PEDs in International Rugby

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Post by wolfball on Fri 07 Oct 2016, 3:59 am

First topic message reminder :

Changed title as Dan Carter/Rokocoko/Imhoff were cleared of wrong doing.

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So it's beginning? The exposure of widespread PED use across rugby... I'm a 'legalise all PEDs' sort of lad, but regardless this is not going to be good for the short term look of the game.

------- from the bbc --------

Dan Carter: Ex-All Black star's drug test 'showed anomalies
Former All Blacks Dan Carter and Joe Rokocoko gave drug tests which showed "anomalies" ahead of this year's Top 14 final, says French newspaper L'Equipe.

But the New Zealand pair's manager says both had therapeutic use exemptions (TUEs) - giving them permission to take prescribed medicines.

Simon Porter told the New Zealand Herald: "We have been aware of the issue for a few weeks. Our understanding and assurances we've had are all the documents around TUEs were in place."

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Carter and Rokocoko played for Racing Metro against Toulon in the June final.

L'Equipe says all players were tested by France's national anti-doping agency ahead of the final and urine samples from the two revealed traces of corticosteroids.

The newspaper also names a third player.

But Porter is quoted as saying the players were "relaxed" about the reports.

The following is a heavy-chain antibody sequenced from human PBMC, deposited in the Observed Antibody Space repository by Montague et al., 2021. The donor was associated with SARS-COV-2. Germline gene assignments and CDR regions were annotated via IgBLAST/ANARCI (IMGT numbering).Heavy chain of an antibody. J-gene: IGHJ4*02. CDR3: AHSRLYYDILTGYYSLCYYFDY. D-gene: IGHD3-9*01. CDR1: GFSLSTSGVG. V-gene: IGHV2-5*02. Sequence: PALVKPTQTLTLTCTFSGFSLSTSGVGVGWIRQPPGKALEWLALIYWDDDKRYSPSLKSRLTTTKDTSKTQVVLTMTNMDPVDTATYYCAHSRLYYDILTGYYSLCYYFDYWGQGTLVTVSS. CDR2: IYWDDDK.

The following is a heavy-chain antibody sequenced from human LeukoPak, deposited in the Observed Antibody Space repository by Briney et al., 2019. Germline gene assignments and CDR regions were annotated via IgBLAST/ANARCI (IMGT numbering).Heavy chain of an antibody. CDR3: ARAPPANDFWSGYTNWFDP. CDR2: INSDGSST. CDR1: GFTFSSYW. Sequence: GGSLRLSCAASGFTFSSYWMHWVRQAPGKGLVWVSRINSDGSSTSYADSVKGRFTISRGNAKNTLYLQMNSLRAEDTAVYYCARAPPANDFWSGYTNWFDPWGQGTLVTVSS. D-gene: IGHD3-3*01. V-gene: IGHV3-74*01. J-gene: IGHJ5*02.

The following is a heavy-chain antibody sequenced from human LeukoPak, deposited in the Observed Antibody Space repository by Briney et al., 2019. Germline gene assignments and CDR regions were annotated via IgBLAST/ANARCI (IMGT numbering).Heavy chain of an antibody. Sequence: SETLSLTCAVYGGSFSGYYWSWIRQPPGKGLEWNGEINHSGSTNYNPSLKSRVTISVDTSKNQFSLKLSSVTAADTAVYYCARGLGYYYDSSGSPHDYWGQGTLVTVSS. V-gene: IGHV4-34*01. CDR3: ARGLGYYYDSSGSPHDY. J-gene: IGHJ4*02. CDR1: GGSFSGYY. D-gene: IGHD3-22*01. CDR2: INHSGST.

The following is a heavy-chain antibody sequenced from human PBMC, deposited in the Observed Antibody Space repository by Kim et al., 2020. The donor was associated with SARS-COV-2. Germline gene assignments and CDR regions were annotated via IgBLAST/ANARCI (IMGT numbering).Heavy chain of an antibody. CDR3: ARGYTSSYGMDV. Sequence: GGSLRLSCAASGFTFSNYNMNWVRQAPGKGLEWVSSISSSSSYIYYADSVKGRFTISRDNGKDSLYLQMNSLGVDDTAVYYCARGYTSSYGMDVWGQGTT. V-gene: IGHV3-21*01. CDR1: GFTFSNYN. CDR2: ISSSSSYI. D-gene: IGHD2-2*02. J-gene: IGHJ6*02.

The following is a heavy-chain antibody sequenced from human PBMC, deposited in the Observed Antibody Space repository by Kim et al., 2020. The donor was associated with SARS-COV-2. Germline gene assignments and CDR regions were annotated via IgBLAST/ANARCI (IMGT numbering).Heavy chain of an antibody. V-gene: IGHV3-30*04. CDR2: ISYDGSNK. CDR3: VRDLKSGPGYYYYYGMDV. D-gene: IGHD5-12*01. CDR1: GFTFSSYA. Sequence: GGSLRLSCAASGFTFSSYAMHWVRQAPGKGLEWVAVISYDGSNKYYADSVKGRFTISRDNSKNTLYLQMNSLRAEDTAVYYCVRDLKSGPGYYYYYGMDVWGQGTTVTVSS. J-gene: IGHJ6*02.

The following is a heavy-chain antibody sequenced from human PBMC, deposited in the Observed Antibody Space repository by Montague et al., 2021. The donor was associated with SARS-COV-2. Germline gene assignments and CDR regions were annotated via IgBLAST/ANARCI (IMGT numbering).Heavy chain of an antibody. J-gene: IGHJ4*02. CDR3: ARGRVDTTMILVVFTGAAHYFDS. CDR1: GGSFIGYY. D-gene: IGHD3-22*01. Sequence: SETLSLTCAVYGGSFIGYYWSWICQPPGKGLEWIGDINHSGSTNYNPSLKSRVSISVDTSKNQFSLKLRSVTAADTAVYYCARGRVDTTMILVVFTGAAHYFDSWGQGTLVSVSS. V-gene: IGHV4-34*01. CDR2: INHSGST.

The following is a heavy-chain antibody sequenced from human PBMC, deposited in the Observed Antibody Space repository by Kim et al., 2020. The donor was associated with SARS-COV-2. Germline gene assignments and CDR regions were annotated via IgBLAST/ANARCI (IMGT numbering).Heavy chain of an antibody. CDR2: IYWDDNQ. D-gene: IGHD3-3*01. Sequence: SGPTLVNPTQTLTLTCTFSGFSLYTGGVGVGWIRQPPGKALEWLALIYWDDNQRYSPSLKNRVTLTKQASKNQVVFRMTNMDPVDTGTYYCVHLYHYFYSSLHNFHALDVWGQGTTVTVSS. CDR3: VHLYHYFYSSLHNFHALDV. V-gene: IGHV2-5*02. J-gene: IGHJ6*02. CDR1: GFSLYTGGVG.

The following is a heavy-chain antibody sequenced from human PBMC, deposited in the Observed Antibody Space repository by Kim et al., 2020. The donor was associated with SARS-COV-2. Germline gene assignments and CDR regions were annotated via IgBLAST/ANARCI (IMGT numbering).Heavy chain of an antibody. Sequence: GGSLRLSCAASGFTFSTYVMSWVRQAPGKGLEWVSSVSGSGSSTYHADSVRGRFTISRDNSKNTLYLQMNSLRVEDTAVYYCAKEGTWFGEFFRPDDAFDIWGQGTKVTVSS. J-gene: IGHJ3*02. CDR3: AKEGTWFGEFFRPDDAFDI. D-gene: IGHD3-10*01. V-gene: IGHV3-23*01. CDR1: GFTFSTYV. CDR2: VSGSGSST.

Last edited by wolfball on Tue 18 Oct 2016, 6:13 pm; edited 1 time in total (Reason for editing : Changed title as Dan Carter/Rokocoko/Imhoff were cleared of wrong doing.)

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Post by wolfball on Tue 18 Oct 2016, 6:14 pm

aucklandlaurie wrote:
Dan Carter the current World rugby Player of the Year, has been cleared of any wrongdoing.

Changed title to reflect the update, to be fair to the three players, but also to retain a valuable conversation on the use of PEDs in international rugby.

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Post by doctor_grey on Wed 19 Oct 2016, 9:40 pm

aucklandlaurie wrote: Dan Carter the current World rugby Player of the Year, has been cleared of any wrongdoing.
As he should be if taking only cortisone (cortico-steroid) injections.  They are very common for reducing pain and inflammation, and are not the muscle or endurance building type of steroids.  It is kind of surprising a drug test would confuse cortisone with anabolic steroids.  They are part of a loose chemical family of ingredients (steroids), but with very different functions and impacts on the body.  I really don't know of many professional athletes in any sport who have not received cortisone injections at one point in time or another.  I get three per year in my left knee.  No biggie.

Carter is absolutely right with this:
http://www.espn.co.uk/rugby/story/_/id/17831167/dan-carter-see-problem-using-corticoids-treat-injury